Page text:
Probably more than any other sport, baseball reveres stats in the highest regard. Maybe it’s because there are so many games. Or maybe it’s because there are so many things you can measure. Or maybe it’s because there are so many variables, like the starting pitcher, and the outdoor conditions, and all that.
But it’s all secondary.
The point of any game is to win. Winning in baseball is determined by who has the most runs. Therefore . . . .
The most important stat for a batter in baseball are the runs scored.
The second most important stat for a batter are runs batted in.
Everything else – batting average, home runs, slugging, on-base – EVERYTHING – should just be a means to that end. A tactic. A cause and not the effect.
But you rarely hear the league leader in runs scored praised, at least for their ability to score runs. RBIs are a little more popular, but they are definitely the Holy Spirit equal in baseball’s trinity (batting avg. and home runs being much more popular). And I’ve never heard of many contracts that have bonuses based on runs scored.
But that’s really all that matters. More runs = more wins.
p.s. – We’ve got something special happening this year, as the leader for Runs Scored and Runs Batted In is the same person – Alex Rodriguez. That’s the ultimate production; how could anyone else be the MVP this year?
Here’s some fun for Friday.
Long before there was the famous “Make 7/Up Yours” campaign, 7-Up had this little advertising gem.
Featuring none other than the greatest baseball player of all time . . . . . George Brett. Kinda funny his only line is laughing.
I’m tired of all the “news” on Bud Selig possibly not being there for Barry Bonds’ record-breaking home run. To me, it’s a simple solution, and I have no idea what Selig is hiding behind.
Bud, you’re the commissioner of baseball. You are not a judge, a jury or a detective. Bonds is currently innocent, and even though there is a mountain of evidence against him, right now, he’s innocent. That means the game of which you’re in charge of is about to experience one of its top 5 finest moments in the last 100 years.
As commissioner, you can make a big deal of this. You can celebrate it, and when you do, everyone else will celebrate it. Regardless of how you feel about Mr. Bonds, baseball needs something to celebrate. And instead of being a keystone cop about the whole thing, and suddenly deciding to stand on some kind of principles, you should just be a proud pappa busting your buttons over the game.
It’s sad that Bonds has done what he’s done to get to this point, but it’s sadder that the fans don’t have a leader to follow on how to properly respond to it.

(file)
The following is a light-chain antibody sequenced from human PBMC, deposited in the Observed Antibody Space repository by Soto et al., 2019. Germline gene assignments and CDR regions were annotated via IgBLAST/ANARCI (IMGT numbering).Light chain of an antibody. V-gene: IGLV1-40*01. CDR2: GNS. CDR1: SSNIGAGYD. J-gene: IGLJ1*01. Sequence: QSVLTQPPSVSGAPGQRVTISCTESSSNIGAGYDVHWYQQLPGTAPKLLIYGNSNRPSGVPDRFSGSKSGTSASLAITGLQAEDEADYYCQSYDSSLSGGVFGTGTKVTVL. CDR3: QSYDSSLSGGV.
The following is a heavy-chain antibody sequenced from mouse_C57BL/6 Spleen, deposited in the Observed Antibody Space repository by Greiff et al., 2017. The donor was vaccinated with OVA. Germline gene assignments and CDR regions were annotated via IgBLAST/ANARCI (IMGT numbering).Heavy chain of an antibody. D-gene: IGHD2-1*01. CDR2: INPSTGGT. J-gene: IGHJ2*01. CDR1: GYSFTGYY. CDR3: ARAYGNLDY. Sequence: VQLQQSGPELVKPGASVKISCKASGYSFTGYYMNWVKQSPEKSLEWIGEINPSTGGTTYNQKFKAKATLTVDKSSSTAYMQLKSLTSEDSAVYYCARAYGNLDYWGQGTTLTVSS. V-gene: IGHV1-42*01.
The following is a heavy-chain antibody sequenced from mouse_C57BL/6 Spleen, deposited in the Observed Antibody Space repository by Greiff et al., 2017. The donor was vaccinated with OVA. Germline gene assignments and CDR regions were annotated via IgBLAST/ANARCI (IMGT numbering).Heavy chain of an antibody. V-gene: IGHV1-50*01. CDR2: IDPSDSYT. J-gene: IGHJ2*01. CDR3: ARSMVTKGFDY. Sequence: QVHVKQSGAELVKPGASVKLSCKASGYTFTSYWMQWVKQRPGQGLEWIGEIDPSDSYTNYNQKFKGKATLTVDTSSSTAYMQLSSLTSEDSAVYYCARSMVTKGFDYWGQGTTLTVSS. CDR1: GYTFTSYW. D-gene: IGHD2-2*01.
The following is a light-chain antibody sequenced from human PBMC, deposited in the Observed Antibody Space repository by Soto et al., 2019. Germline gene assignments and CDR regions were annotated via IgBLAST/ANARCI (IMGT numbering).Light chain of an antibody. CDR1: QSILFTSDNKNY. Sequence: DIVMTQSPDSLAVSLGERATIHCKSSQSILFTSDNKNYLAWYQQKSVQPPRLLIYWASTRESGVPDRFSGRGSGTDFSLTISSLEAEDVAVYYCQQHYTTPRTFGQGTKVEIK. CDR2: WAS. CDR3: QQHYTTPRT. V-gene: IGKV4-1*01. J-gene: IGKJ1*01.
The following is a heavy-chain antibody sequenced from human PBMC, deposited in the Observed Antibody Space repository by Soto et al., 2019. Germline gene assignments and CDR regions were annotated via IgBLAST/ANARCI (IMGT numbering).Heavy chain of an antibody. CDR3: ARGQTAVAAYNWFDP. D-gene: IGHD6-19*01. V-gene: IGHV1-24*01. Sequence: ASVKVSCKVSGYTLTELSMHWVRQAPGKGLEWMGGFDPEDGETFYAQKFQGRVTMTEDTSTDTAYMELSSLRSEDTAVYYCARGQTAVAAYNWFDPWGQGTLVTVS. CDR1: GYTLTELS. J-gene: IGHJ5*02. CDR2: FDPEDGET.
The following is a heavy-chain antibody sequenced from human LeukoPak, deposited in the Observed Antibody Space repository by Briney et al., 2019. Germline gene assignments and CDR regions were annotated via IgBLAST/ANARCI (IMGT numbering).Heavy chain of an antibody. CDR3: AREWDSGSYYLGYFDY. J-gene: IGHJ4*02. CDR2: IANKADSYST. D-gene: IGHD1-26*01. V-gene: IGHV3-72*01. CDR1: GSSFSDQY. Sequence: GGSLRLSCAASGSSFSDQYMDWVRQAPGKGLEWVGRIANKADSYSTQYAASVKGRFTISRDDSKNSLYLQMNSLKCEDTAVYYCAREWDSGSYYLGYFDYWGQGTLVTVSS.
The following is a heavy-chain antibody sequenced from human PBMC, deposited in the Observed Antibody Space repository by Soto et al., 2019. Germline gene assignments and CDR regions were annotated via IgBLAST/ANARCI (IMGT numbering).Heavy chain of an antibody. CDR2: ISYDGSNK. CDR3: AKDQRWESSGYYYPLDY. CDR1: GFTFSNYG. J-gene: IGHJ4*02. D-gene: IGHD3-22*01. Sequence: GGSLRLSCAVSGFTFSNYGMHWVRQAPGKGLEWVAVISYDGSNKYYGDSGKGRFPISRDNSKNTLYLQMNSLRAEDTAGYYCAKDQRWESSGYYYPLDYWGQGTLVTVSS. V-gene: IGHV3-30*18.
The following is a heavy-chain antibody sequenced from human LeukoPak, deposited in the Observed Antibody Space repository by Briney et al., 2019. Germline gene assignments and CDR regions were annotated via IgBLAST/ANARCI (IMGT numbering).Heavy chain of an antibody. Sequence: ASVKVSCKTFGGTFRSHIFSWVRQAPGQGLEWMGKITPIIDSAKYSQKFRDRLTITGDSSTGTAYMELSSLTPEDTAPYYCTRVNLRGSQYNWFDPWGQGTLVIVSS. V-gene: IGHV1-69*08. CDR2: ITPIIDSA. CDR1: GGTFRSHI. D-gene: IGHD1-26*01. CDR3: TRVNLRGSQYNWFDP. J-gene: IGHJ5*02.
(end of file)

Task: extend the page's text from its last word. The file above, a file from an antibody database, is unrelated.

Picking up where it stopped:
Here’s another edition of ‘Weekend Reading’ with lots of great links worth at least a minute or two of your time:
- All You Can Eat Baseball? A story on Yahoo detailing how the L.A. Dodgers are doing well with a new buffet seat at ballgames. Seems like a great idea – I would be a sucker for it every time. Great example of taking something that seems to be set in stone and doing it a different way.
- Real Meaning of Genius: Tom Asacker’s got an excellent post about how genius has more to do with doing and risking and less about knowing. It’s full of excellent quotes, like Oscar Wildes’s “An idea that is not dangerous is unworthy of being called an idea at all.”
- The Differentiation Trade-Off and Marketing to Values: I’ve said it before, and here it is said even better. If you’re aiming for a target, you’ve got to pick one and neglect the rest.
- Miss USA Falls Down: OK, I’m sure you’ve seen this one by now, but just in case you haven’t . . . . Priceless. My question – how did Tony Romo become a judge?
- How to Cure Your Bad Breath in 12 Minutes: I don’t think this is an issue for me, but you can never be too sure. Something about the headline drew me in, so maybe it’ll work on you, too.
- Why Do People Refer?: With word-of-mouth being all the craze, answering this question seems to be all too important. The duct-tape marketer has a great post leading the way.
Kind of a slow weekend, as far as reading goes. But here are some good ones:
Curt Schilling has been in the news quite a bit lately, and come to find out he’s a fellow WordPress blogger. It’s pretty fascinating reading through it, especially lately with the “un-retirement” of Clemens and his hot sports opinions on Barry Bonds breaking Aaron’s record.
I’ve always liked Schilling, both his skills and his attitude.
I’ll have more to say in the next week about Clemens, Bonds and some other sports topics that I haven’t gotten around to lately.
Great links and articles I came across this weekend:
- Great post from Mark Cuban on a spam email he got from none other than Donald Trump, looking for “like-minded” folks who want to get rich. Nevermind that Trump and Cuban are like Skywalker and Vader to each other. And nevermind that Cuban already has the money thing taken care of. It also shows the vast differences between how the two go about living and sustaining their brands.
- Ads on the outfield doors of Wrigley Field. Here’s a post from Phil in Portland with links to the two main articles on this whole fiasco. My comments are on Phil’s post, so I won’t repeat them here.
- Bad Apples in the Office. Interesting read on stats to back up why you love it when the office natzi is out.
- The New “M-E” generation: Pretty good article showing how advertising alone just won’t cut it anymore.
- Kim Klaver – Would you buy from a parapelegic? This is one of the best articles I’ve ever read on the importance of walking the walk as a marketer – especially a network marketer. For all my AdvoCare buddies, this is a must read. The post before it is really good, too.